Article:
This is the first time I've watched an online video which started with an advert and decided "You know what, I can't be bothered to watch an advert just for this."
I have a hunch this is going to become more frequent for me. I've reached my tiring point. Taking 15 seconds of my time just so I can decide if I want to skip through the video to find 5 seconds of interesting content is just not acceptable. Video content is not that special. Would you sit through a 15-second flash ad to see an article? Me neither.
Incidentally, the way the ads are delivered means AdBlock can block them. I was shocked to discover a few months ago how many ads there are on YouTube. I had been blocking them without knowing. (Something went bad with my filter subscription, and I had ads for a few minutes while I googled the fix.)
Honestly, ads are so invasive and easy to block that I'm surprised they work at all. I can't wait until Microsoft realizes they don't make money from ads and starts shipping an adblocker with Windows :)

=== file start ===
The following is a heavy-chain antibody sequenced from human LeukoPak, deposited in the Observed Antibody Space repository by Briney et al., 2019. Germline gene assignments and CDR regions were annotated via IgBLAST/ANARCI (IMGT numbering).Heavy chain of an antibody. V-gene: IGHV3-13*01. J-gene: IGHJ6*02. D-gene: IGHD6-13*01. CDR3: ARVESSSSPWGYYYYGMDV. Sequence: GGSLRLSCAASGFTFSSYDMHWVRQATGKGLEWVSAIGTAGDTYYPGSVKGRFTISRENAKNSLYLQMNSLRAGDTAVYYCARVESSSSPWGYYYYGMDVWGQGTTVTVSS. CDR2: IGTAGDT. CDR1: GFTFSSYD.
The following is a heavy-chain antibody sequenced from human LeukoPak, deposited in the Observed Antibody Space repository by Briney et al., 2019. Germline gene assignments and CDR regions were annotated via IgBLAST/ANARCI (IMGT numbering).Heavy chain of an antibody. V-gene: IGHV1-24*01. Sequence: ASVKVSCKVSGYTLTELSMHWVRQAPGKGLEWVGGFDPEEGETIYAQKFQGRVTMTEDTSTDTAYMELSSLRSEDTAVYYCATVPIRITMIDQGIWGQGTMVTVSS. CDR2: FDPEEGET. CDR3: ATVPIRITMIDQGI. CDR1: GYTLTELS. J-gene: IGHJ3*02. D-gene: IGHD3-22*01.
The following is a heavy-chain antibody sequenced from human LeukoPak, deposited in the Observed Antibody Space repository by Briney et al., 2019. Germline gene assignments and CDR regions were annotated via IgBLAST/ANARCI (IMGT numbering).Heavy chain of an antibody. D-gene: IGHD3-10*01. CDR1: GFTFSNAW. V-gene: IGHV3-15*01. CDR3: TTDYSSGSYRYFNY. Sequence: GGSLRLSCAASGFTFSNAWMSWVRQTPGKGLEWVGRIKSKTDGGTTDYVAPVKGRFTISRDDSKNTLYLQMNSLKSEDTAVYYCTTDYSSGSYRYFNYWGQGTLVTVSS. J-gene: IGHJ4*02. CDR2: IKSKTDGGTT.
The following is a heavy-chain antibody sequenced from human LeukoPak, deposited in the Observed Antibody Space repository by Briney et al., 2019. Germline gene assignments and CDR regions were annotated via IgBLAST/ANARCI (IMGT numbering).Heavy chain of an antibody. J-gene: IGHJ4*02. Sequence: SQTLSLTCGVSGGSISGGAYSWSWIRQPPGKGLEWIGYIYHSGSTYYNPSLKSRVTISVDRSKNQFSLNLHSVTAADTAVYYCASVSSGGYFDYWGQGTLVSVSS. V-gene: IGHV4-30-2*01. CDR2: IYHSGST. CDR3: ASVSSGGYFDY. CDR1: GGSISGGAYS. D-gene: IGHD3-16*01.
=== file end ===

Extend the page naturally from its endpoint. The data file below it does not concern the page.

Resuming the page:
I'm the opposite. I used to have that reaction, but now I just switch to another tab (I always seem to have several open) and read something else. If you miss the start, most videos will let you go back to the beginning without replaying the commercial.
This is where centralization of video hosting onto sites like YouTube can be a big benefit. They can show you a 30-second ad and then let you watch 10 minutes of video, even if that is in 5-second chunks.
There's certainly an air to having your dot sketch in the WSJ from what I hear, though I imagine that's faded after its years of remodeling itself and its time under new ownership. That said, the difficulties with using an algorithmic filter for creating this stipple effect are, based on my past attempts:
(1) robustness to lighting conditions
(2) recognition of continuous shapes, such as hats (captured well in )
(3) avoiding stipple effect on facial features (e.g. lips, eyes)
I'm not saying it's impossible, just that I haven't been clever enough to encode it correctly. :)
It seems with some work, you could make a program that imitated this well enough that it would be difficult to tell the difference. The fact that the artist noted that it took a human touch suggests to me that they feel a bit vulnerable.